History of Synesthesia

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  • Topic: Synesthesia, Cerebrum, Vilayanur S. Ramachandran
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  • Published : August 20, 2006
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History of Synethesia

July 11,2006

History of Synesthesia
Synesthesia has been known to medicine for almost three hundred years. After interest peaked between 1860 and 1930, it was forgotten, because psychology and neurology were premature sciences. Psychological theory was full with associations, and concepts of nervous tissue were insignificant. Subjective experience, such as synesthesia, was believed not a proper subject for scientific study.(pg3)

Synesthesia's history is interesting but also important if we are to understand its neurological basis, because the word was used to describe diverse phenomena in different eras. Central to the initial approach in 1980 was a sharp separation of synesthesia as a sensual perception as distinct from a mental object like cross-modal associations in non-synesthetes, metaphoric language, or even artistic aspirations to sensory fusion. By contrast, the perceptual phenomenon is unheard-of in literary and linguistic circles, where the term "synesthesia" is understood to mean rhetorical tropes (figures of speech) or sound symbolism. Whether such a division remains warranted is considered.(pg10)

Synesthesia attracted attention in art, music, literature, linguistics, natural philosophy, and theosophy. Most accounts emphasized colored hearing, the most common form of synesthesia.

This imbalance in the types of synesthesia is fascinating. The five senses can have ten possible synesthetic pairings. Synesthetic relationships are usually unidirectional, however, meaning that for a particular synesthete sight may induce touch, but touch does not induce Visual perceptions. This one-way street, therefore, increases the permutations to twenty (or thirty if you include the perception of movement as a sixth element), yet some senses, like sight and sound, are involved much more often than others. To people with gifted colored hearing, for example, speech and music are not only heard but also a visual melange of colored shapes, movement, and scintillation. (Vilayanur S. Ramachandran and Edward M. Hubbard)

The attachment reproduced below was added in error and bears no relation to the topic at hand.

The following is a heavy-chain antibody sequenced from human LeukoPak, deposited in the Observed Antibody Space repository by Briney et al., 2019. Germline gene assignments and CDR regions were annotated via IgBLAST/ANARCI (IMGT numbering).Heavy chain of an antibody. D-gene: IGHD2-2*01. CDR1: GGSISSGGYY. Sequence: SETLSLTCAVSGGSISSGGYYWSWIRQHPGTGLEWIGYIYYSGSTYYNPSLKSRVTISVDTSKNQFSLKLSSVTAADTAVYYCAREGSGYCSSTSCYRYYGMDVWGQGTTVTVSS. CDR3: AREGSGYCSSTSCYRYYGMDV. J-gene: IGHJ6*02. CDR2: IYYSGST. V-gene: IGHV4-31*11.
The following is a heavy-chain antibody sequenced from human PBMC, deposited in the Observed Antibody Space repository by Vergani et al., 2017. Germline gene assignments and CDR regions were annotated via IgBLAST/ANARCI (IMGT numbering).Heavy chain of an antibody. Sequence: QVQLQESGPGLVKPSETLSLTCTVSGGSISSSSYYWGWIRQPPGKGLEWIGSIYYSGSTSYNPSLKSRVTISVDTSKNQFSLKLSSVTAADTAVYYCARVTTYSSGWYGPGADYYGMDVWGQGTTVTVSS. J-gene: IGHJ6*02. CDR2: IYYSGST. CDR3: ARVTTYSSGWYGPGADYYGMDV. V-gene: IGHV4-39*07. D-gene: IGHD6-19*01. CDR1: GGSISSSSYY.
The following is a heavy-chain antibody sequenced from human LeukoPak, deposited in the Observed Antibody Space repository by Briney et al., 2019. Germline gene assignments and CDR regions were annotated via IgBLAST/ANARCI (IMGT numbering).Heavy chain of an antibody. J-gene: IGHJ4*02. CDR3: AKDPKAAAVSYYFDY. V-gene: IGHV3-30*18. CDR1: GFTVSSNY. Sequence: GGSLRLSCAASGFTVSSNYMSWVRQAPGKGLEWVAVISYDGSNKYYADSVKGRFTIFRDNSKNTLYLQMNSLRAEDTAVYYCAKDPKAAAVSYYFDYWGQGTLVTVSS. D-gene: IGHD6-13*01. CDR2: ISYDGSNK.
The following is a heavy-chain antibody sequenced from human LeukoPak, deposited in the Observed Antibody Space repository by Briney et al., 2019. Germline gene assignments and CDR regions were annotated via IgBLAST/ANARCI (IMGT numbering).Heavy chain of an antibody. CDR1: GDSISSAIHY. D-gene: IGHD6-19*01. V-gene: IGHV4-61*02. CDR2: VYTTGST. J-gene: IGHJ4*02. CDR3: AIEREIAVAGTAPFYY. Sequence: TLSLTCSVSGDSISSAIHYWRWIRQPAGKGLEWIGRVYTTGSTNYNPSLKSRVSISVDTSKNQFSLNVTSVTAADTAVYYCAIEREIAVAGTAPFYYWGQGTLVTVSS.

It is rare for smell and taste to be either the trigger or the synesthetic response. There are findings in which sight evokes smell, in which taste and smell evoked widespread experience, I have found none in which smell itself is the trigger. The strangest synesthesia is "audio motor," in which an experiment was done and an adolescent positioned his body in different postures according to the sounds of different words. Both English and nonsense sounds had certain physical movements, the boy claimed, which he could demonstrate by striking various poses. By way of convincing himself of this sound-to-movement association, the physician who described it planned to re-test the boy later on without warning. When the doctor read the same word list aloud ten years later, the boy assumed, without hesitation, the identical postures of a decade earlier.(pg 20)

By mid-nineteenth century synesthesia had intrigued an art movement that sought sensory fusion, and a union of the senses appeared more and more frequently. Multimodal concerts of music and light, sometimes including odor, were popular and often featured color organs, keyboards that controlled colored lights as well as musical notes. It is imperative to understand that such deliberate contrivances are qualitatively different from the involuntary experiences that I am calling synesthesia in this review.

The Russian composer Alexander Scriabin (1872-1915) specifically sought to express his own synesthesia in his 1910 symphony Prometheus, the Poem of Fire, for orchestra, piano, organ, and choir. It also included a mute keyboard, a clavier a Lumieres, which controlled the play of colored light in the form of beams, clouds, and other shapes, flooding the concert hall and culminating in a white light so strong as to be "painful to the eyes."

Vasilly Kandinsky (1866-1944) had perhaps the deepest sympathy for sensory...
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